The Seahawks have been trying to find the optimal target for Russell Wilson since Wilson became the team’s starting quarterback in 2012, with limited success. In 2013, they tried to fix that problem by trading their first-round pick to the Vikings for receiver Percy Harvin, then signed Harvin to a monstrous extension. It didn’t work out well at all—Harvin missed most of the 2013 regular season with a hip injury and was traded to the Jets in the 2014 season for a number of reasons.
That experience clearly hasn’t made Seattle shy away from trading another first-round pick for another major target. According to Fox Sports’s Jay Glazer, Seattle has traded its 2015 first-round pick and center Max Unger to the New Orleans Saints for tight end Jimmy Graham and a fourth-round pick. Ian Rapoport of the NFL Network confirmed the deal.
“We have a great relationship with the Saints,” Seahawks general manager John Schneider told Alex Flanagan of the NFL Network Tuesday afternoon. “We’ve been talking for several days. It’s hard in this business when you’re talking about moving someone the caliber of a Max Unger, but we’re always talking about how there’s no finish line here, and how we’re trying to get better every single day. This opportunity presented itself, and it’s one of those deals that we felt we needed to make in order to keep moving forward as an organization.”
The Seahawks had been involved in discussions to bring Denver Broncos tight end Julius Thomas to Seattle, but Thomas signed with the Jacksonville Jaguars instead. There was also some talk about Cleveland Browns tight end Jordan Cameron, but it was pretty clear that Schneider viewed the Graham deal as the one that couldn’t be passed up.
“The size, and what he does in the red zone,” Schneider said. “He’s scored 46 touchdowns since 2011, and outside of Marshawn Lynch and Dez Bryant, those are the top three guys scoring touchdowns in the last three years.”
Head coach Pete Carroll echoed those sentiments in a Tuesday conference call with local media.
“We think he’s a fantastic target that we can implement in a number of ways. I think all the ways we’ve come to understand is pretty clear – he’s a big receiver, plays big, makes plays in a crowd, makes plays on top of guys, is a very effective player in the red zone, he’s been a consistent scorer. So all of that stuff, we’re going to fit it into our offense and make him a very obvious complementary part of it. When you have to deal with Marshawn (Lynch) and it starts with the run game and Russell (Wilson) doing his thing to complement the receivers that we have that have made so many plays for us and done so many cool things – we think this is a great addition and should really… Your best players always help your other guys play well and be productive. That’s what we’re hoping for.”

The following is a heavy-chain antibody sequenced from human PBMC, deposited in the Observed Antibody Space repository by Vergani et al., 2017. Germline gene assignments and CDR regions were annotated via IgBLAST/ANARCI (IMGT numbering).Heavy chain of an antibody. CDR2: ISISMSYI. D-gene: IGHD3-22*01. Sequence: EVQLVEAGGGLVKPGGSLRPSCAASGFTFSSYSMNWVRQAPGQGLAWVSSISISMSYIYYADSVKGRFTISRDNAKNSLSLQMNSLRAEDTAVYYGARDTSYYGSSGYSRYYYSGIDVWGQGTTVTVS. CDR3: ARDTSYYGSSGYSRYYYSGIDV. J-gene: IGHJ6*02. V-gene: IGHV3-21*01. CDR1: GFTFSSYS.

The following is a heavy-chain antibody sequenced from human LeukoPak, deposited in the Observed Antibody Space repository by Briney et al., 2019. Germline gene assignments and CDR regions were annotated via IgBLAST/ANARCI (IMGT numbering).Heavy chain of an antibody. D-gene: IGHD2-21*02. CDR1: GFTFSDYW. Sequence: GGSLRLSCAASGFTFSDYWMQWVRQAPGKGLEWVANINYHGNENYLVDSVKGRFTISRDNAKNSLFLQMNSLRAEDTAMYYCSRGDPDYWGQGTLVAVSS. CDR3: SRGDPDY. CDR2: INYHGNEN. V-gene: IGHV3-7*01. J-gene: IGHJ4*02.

Saints head coach Sean Payton was a bit rueful about losing a player of Graham’s talent, but excited about acquiring Unger and that extra first-round pick.
“Coming to us from a primary basketball background with limited experience in 2010, Jimmy immediately got to work in the weight room, on the practice field and in the playbook and quickly evolved into one of the top tight ends that I have ever coached,” Payton said. “Decisions like these are always difficult and we wish Jimmy the best of luck. We’re excited to add Max to our offensive line. He is a tough, physical player where he blocked for one of the top rushing offenses in the NFL, he has been a solid contributor to Seattle’s success.”
A third-round pick out of Miami in the 2010 draft, Graham has been one of the most productive and dynamic players at his position over the last few seasons, catching 386 passes for 4,752 yards and 51 touchdowns in his career. In 2014, he grabbed 85 passes for 889 yards and 10 touchdowns. In 2013, he led the league with 16 touchdowns.
The first-round pick is a steep price for Graham’s services, but there is an upside for the Seahawks besides his productivity: Graham is going into the second year of an entirely reasonable four-year, $40 million contract with $20.9 million guaranteed.
For the Saints, the addition of Unger allows them to solidify the inside of their offensive line, as Unger plays at a Pro Bowl level when healthy. He’s an outstanding move center who can get to the second level quickly. That “when healthy” caveat is important, though. Unger has missed 13 games total in the last two seasons with various injuries. The addition of the Seahawks’ first-round pick made this too tough to pass up for a franchise that came into free agency needing to make several moves just to get under the salary cap. The Saints are looking to rebuild, and high draft picks are the best way to do that.
Grade for Seahawks: B+
Giving up a first-round pick for any player is a dicey proposition, and there were times when Graham disappeared in the Saints’ passing game. In Seattle’s offense, he’ll be a frequently-targeted weapon. There should be concern about Graham’s blocking and what the Seahawks are going to do to replace Unger (they’re also losing left guard James Carpenter to the Jets), but when you get a chance to improve your offense in this fashion, you take the plunge. Seahawks general manager John Schneider and coach Pete Carroll are never afraid to make the high-risk deal, and that’s what they’ve done here.
Grade for Saints: B
This is exactly what the Saints needed. Yes, Graham is a major loss, but again, this is a team with a lot of aging veterans and needs at other positions. The extra first-round pick will help a great deal. Of course, the one downside to this is that the Saints have lost their primary passing target in what look to be the final years of Drew Brees‘s prime.
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